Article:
If your sepsis is detected at an early stage and has not affected your vital organs then it is possible to receive treatment at home by way of antibiotics. Most people will make a full recovery from sepsis following this.

If the sepsis is severe or you develop septic shock (when your blood pressure drops to a dangerously low level), you will need emergency hospital treatment and may require admission to an intensive care unit (ICU). ICUs are able to support any affected body functions, such as breathing or blood circulation, while the medical staff focus on treating the infection.

As a result of problems with vital organs, people with severe sepsis are likely to be very ill and up to four in every 10 people with the condition will die. Septic shock is even more serious, with an estimated six in every 10 cases proving fatal.

However, if identified and treated quickly, sepsis is treatable and in most cases leads to full recovery with no lasting problems.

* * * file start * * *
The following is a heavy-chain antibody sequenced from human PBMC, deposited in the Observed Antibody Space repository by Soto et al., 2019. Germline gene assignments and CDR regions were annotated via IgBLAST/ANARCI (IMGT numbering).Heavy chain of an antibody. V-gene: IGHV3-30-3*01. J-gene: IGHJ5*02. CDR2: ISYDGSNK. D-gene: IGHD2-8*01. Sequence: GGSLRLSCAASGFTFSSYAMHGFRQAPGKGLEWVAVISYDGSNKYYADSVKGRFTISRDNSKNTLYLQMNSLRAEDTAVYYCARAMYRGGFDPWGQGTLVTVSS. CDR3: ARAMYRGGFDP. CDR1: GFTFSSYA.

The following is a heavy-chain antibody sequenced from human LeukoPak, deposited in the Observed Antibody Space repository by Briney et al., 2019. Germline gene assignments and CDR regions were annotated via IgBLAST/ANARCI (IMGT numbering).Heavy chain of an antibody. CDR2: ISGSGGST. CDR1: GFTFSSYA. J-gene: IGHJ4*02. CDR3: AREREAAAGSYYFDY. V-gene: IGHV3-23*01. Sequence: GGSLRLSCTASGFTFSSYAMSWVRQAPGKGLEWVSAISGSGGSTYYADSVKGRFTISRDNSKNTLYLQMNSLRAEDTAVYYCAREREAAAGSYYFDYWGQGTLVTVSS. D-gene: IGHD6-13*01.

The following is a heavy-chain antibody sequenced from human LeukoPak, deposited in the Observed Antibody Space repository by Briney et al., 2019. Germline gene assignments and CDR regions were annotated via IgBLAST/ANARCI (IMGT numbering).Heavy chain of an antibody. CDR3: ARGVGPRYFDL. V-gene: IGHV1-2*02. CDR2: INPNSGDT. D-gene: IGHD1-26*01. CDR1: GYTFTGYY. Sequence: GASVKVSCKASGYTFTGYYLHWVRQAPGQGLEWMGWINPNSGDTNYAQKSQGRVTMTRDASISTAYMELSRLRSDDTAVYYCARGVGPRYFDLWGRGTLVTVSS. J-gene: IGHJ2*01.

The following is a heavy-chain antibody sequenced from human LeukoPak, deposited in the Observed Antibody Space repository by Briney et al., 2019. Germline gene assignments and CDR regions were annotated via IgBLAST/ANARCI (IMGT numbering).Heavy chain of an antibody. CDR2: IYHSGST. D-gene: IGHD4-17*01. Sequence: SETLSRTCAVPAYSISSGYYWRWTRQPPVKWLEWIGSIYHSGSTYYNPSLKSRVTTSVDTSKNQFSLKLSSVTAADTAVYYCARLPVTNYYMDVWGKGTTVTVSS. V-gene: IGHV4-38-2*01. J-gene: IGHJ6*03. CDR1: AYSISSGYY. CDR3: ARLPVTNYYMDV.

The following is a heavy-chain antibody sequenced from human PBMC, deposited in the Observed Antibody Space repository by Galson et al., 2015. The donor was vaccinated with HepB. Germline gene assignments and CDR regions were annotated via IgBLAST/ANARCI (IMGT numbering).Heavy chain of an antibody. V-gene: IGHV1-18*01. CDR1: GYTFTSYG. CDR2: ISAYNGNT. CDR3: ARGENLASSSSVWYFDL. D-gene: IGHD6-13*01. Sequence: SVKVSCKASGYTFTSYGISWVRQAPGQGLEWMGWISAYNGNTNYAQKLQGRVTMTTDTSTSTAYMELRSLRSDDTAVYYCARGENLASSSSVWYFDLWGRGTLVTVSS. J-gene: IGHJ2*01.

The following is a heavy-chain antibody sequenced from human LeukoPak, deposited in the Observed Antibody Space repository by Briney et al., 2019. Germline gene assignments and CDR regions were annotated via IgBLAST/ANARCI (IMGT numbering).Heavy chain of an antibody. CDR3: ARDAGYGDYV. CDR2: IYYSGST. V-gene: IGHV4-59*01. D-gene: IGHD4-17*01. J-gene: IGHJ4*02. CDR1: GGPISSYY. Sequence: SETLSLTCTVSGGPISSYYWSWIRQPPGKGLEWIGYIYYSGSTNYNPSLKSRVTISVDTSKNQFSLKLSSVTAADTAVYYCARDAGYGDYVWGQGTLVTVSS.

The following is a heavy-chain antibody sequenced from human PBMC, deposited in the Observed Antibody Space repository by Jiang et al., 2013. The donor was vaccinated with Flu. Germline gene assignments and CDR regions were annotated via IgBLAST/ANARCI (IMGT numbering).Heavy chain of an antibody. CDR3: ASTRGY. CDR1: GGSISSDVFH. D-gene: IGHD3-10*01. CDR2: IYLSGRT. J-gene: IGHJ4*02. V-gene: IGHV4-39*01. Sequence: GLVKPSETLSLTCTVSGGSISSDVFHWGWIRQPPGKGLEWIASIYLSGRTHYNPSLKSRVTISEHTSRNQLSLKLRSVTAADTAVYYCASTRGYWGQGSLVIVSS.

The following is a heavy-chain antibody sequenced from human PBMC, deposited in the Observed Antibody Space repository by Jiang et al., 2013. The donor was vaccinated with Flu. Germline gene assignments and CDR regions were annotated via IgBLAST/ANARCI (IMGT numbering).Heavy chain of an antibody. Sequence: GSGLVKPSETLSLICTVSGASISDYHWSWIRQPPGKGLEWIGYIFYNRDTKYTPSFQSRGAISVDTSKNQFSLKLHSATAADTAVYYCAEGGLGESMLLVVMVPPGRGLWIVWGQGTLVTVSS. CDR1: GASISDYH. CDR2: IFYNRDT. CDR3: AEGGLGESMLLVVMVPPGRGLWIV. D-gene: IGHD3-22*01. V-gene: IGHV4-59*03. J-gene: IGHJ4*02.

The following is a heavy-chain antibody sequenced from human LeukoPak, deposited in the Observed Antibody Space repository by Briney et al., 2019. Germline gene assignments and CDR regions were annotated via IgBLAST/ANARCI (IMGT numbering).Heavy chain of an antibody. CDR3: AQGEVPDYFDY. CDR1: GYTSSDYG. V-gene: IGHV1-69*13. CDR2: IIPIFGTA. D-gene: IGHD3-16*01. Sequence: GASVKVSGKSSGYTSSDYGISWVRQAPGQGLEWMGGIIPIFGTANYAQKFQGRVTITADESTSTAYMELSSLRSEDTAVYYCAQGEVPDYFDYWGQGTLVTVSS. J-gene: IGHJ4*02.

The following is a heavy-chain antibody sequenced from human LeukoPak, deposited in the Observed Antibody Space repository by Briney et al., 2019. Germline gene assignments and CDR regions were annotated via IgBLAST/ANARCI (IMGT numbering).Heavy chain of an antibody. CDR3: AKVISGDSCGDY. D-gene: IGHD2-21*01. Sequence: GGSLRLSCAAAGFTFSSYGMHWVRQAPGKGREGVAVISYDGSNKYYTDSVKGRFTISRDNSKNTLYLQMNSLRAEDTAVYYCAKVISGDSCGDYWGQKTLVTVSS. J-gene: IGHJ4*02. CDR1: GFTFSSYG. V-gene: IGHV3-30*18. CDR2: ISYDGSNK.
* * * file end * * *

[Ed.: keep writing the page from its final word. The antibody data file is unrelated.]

Management of sepsis

Management of sepsis after admission to hospital is popularly known as the ‘sepsis six’. This involves six elements, three treatments and three tests, which should be initiated by the medical team within an hour of diagnosis.


  • Giving antibiotics
  • Giving fluids intravenously
  • Giving oxygen if levels are low


  • Taking blood cultures to identify the type of bacteria causing sepsis
  • Taking a blood sample to assess the severity of sepsis
  • Monitoring your urine output to assess severity and kidney function

How we can help

At the Serious Injury Helpline, we understand the impact a sepsis diagnosis can have on patients and their families. We also know how important obtaining compensation can be to help with rehabilitation of those who survive and the financial worries of those that are bereaved as a result of sepsis.

If you believe that you or a loved one has had a late diagnosis of sepsis or was poorly treated, you may be eligible to pursue a claim for clinical negligence.

Please feel at ease to contact us on 0800 230 0573 to see whether you have a viable claim for medical negligence.

Further reading: World Sepsis Day